« Reply #7 on: June 21, 2015, 03:15:40 PM »

*points up* What Richie said, and said so well.

LTM, who will go back to snapping half-runner beans now,
Monty Fowler, TIGHAR No. 2189 ECSP
Ex-TIGHAR member No. 2189 E C R SP, 1998-2016
 
Logged

Brad Mackey

  • T1
  • *
  • Posts: 16
Re: ROVs and GPS
« Reply #8 on: June 21, 2015, 03:24:50 PM »

Sounds like they gave up on the ROV.  Should be able to take two next time.  How much did it cost to rent a non-working ROV?
Logged

Eddie Rose

  • T1
  • *
  • Posts: 19
Re: ROVs and GPS
« Reply #9 on: June 21, 2015, 05:01:47 PM »

Sounds like they gave up on the ROV.  Should be able to take two next time.  How much did it cost to rent a non-working ROV?

Why doesn't it work? Was it working before they left when they tested it?
Logged

Bob Smith

  • T3
  • ***
  • Posts: 245
  • Are We There Yet?
Re: ROVs and GPS
« Reply #10 on: June 21, 2015, 06:47:54 PM »

This seems like a good time to give a rousing cheer to Ric and the teams at Nikumaroro!! I think it must be an extremely frustrating time for them as it is for us as we wait for good news or something positive about the ROV and some other aspects of the expedition. The ROV of course seems like  it should be the star of the show, with its role in more closely viewing the anomoly. I like Jeff Neville's sign line "reguire extraordinary proof", and that is certainly what they are trying to provide: proof that something exists here that can prove Amelia was here! The immediate results of this expedition, and the methods being used to carry it out in order to provide that proof may not agree with everybody. The lasting impressions of determination, unwavering steadfastness, and true spirit of it all, however, is what will put this expedition down in history.
Bob S.
 
Logged

JNev

  • T5
  • *****
  • Posts: 778
  • It's a GOOD thing to be in the cornfield...
Re: ROVs and GPS
« Reply #11 on: June 22, 2015, 06:57:04 AM »

This seems like a good time to give a rousing cheer to Ric and the teams at Nikumaroro!! I think it must be an extremely frustrating time for them as it is for us as we wait for good news or something positive about the ROV and some other aspects of the expedition. The ROV of course seems like  it should be the star of the show, with its role in more closely viewing the anomoly. I like Jeff Neville's sign line "reguire extraordinary proof", and that is certainly what they are trying to provide: proof that something exists here that can prove Amelia was here! The immediate results of this expedition, and the methods being used to carry it out in order to provide that proof may not agree with everybody. The lasting impressions of determination, unwavering steadfastness, and true spirit of it all, however, is what will put this expedition down in history.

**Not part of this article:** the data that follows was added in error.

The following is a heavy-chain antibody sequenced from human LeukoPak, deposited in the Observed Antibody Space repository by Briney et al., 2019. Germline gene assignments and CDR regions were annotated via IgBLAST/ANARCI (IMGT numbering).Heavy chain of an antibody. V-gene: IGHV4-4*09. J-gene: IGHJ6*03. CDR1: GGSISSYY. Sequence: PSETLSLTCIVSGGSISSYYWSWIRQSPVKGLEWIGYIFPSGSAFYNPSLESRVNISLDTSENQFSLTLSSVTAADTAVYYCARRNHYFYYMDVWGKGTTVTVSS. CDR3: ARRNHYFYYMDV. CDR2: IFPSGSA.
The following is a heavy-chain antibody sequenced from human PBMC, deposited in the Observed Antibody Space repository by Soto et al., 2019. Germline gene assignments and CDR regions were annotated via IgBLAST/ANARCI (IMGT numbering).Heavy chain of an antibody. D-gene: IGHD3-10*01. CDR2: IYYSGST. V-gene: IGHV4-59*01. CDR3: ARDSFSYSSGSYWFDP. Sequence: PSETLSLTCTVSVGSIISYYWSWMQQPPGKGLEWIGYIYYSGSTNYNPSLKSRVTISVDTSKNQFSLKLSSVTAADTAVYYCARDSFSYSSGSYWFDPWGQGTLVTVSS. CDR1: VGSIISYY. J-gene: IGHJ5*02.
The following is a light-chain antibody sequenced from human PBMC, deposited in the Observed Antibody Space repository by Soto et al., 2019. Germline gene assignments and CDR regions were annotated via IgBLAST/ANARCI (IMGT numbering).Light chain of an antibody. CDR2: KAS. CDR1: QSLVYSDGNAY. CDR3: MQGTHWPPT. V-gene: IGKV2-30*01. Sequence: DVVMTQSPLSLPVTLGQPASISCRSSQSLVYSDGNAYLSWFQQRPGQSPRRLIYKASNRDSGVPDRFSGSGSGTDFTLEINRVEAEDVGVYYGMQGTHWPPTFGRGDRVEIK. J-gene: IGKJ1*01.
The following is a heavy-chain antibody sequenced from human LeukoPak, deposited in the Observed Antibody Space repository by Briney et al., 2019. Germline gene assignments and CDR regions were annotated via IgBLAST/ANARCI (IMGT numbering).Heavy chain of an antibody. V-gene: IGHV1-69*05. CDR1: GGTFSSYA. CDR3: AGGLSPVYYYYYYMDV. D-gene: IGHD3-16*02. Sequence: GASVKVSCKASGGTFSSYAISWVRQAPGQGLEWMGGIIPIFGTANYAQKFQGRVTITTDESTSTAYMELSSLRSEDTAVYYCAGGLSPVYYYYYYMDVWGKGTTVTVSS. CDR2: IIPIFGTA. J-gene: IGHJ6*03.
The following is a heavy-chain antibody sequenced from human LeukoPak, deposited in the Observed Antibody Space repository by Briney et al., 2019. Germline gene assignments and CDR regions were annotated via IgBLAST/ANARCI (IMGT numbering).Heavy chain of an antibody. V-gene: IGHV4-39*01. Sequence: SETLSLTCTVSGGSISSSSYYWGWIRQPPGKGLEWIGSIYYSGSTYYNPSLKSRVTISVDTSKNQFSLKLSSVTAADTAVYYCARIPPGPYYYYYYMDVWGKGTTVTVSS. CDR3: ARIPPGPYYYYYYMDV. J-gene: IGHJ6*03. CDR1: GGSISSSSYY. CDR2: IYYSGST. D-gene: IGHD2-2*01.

Extraordinary proof is the watershed, IMO, Bob.

Extraordinary effort to overcome problems is applaudable - and my hat is off to that kind of spirit.  But unless extraordinary success is attained in that effort to overcome, then no extraordinary proof is possible.
- Jeff Neville

Former Member 3074R
 
Logged

Martin X. Moleski, SJ

  • Administrator
  • *
  • Posts: 2949
Re: ROVs and GPS
« Reply #12 on: June 22, 2015, 07:48:40 AM »

Extraordinary proof is the watershed, IMO, Bob.

Yes, it is merely an opinion, expressed in this form first by Carl Sagan.

It is not a self-evident principle, and it is not part of formal logic.

Quote
Extraordinary effort to overcome problems is applaudable - and my hat is off to that kind of spirit.  But unless extraordinary success is attained in that effort to overcome, then no extraordinary proof is possible.

The history of jurisprudence suggests that evidence can meet the standard of "reasonable proof."  But there is no formal definition of what is and is not an unreasonable set of expecations for such evidence.  The kind of proof necessary varies with the case in question.  The thought that if the Electra landed on the reef, then some large pieces of it should still exist is not a very extraordinary claim.  It may be difficult or impossible to find those pieces, given the nature of the search area, but it is a project that has, in principle, a reasonable chance of success--or failure. 
LTM,

           Marty
           TIGHAR #2359A
 
Logged

Greg Daspit

  • TIGHAR member
  • *
  • Posts: 735
Re: ROVs and GPS
« Reply #13 on: June 22, 2015, 08:13:20 AM »

Regarding the expedition problems with the Seabotix ROV and Walt Holm's ROV
lf Walt Holm’s ROV can take the extra pressure, and it is only a question of the weight and length of line that his smaller ROV can pull, I wonder if they can splice Walt’s ROV line to the weighted end  of the longer line for the Sebotix ROV?  Loop the Seabotic cable around a weight and feed it down, allowing for current, with enough spliced on light weight cable for the smaller ROV to maneuver around the end of the weight. Might be something to try after using the smaller to look at the Debris Field.
3971R
 
Logged

Martin X. Moleski, SJ

  • Administrator
  • *
  • Posts: 2949
Re: ROVs and GPS
« Reply #14 on: June 22, 2015, 08:19:40 AM »

Regarding the expedition problems with the Seabotix ROV and Walt Holm's ROV
lf Walt Holm’s ROV can take the extra pressure, and it is only a question of the weight and length of line that his smaller ROV can pull, I wonder if they can splice Walt’s ROV line to the weighted end  of the longer line for the Sebotix ROV?  Loop the Seabotic cable around a weight and feed it down, allowing for current, with enough spliced on light weight cable for the smaller ROV to maneuver around the end of the weight. Might be something to try after using the smaller to look at the Debris Field.

I suspect that the limitation is due to the waterproofing capabilities of the small homemade ROV.

But only the folks on the boat know for sure.   :)
LTM,

           Marty
           TIGHAR #2359A
 
Logged
Pages: [1] 2 3 4   Go Up
 

Copyright 2019 by TIGHAR, a non-profit foundation. No portion of the TIGHAR Website may be reproduced by xerographic, photographic, digital or any other means for any purpose. No portion of the TIGHAR Website may be stored in a retrieval system, copied, transmitted or transferred in any form or by any means, whether electronic, mechanical, digital, photographic, magnetic or otherwise, for any purpose without the express, written permission of TIGHAR. All rights reserved.

Contact us at: info@tighar.org • Phone: 610-467-1937 • Membership formwebmaster@tighar.org

Powered by MySQL SMF 2.0.15 | SMF © 2017, Simple Machines Powered by PHP